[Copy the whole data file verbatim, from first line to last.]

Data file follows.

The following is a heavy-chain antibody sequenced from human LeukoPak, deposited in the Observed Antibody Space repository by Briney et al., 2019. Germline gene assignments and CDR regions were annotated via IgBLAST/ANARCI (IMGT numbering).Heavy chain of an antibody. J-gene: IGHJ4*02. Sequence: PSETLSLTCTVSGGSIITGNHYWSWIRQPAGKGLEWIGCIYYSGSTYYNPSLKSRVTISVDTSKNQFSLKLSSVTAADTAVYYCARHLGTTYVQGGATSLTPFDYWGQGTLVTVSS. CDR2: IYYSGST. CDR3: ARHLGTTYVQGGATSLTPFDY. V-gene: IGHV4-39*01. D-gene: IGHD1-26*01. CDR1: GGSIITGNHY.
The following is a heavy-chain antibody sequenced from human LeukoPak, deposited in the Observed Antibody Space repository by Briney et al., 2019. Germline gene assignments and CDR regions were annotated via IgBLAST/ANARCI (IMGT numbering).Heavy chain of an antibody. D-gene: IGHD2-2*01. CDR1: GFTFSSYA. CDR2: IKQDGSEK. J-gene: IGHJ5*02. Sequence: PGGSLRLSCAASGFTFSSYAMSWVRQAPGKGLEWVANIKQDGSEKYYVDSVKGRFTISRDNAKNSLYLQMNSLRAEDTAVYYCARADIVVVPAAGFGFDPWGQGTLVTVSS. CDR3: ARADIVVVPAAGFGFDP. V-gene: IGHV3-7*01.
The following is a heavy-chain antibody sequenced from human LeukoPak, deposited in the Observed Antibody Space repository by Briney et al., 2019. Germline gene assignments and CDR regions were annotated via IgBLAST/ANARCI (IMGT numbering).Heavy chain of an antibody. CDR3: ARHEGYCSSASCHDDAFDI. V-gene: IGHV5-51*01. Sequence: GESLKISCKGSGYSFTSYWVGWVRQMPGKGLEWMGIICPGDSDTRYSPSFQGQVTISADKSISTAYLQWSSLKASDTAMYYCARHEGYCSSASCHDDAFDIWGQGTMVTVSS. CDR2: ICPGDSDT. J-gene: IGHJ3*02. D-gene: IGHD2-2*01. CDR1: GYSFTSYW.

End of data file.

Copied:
The following is a heavy-chain antibody sequenced from human LeukoPak, deposited in the Observed Antibody Space repository by Briney et al., 2019. Germline gene assignments and CDR regions were annotated via IgBLAST/ANARCI (IMGT numbering).Heavy chain of an antibody. J-gene: IGHJ4*02. Sequence: PSETLSLTCTVSGGSIITGNHYWSWIRQPAGKGLEWIGCIYYSGSTYYNPSLKSRVTISVDTSKNQFSLKLSSVTAADTAVYYCARHLGTTYVQGGATSLTPFDYWGQGTLVTVSS. CDR2: IYYSGST. CDR3: ARHLGTTYVQGGATSLTPFDY. V-gene: IGHV4-39*01. D-gene: IGHD1-26*01. CDR1: GGSIITGNHY.
The following is a heavy-chain antibody sequenced from human LeukoPak, deposited in the Observed Antibody Space repository by Briney et al., 2019. Germline gene assignments and CDR regions were annotated via IgBLAST/ANARCI (IMGT numbering).Heavy chain of an antibody. D-gene: IGHD2-2*01. CDR1: GFTFSSYA. CDR2: IKQDGSEK. J-gene: IGHJ5*02. Sequence: PGGSLRLSCAASGFTFSSYAMSWVRQAPGKGLEWVANIKQDGSEKYYVDSVKGRFTISRDNAKNSLYLQMNSLRAEDTAVYYCARADIVVVPAAGFGFDPWGQGTLVTVSS. CDR3: ARADIVVVPAAGFGFDP. V-gene: IGHV3-7*01.
The following is a heavy-chain antibody sequenced from human LeukoPak, deposited in the Observed Antibody Space repository by Briney et al., 2019. Germline gene assignments and CDR regions were annotated via IgBLAST/ANARCI (IMGT numbering).Heavy chain of an antibody. CDR3: ARHEGYCSSASCHDDAFDI. V-gene: IGHV5-51*01. Sequence: GESLKISCKGSGYSFTSYWVGWVRQMPGKGLEWMGIICPGDSDTRYSPSFQGQVTISADKSISTAYLQWSSLKASDTAMYYCARHEGYCSSASCHDDAFDIWGQGTMVTVSS. CDR2: ICPGDSDT. J-gene: IGHJ3*02. D-gene: IGHD2-2*01. CDR1: GYSFTSYW.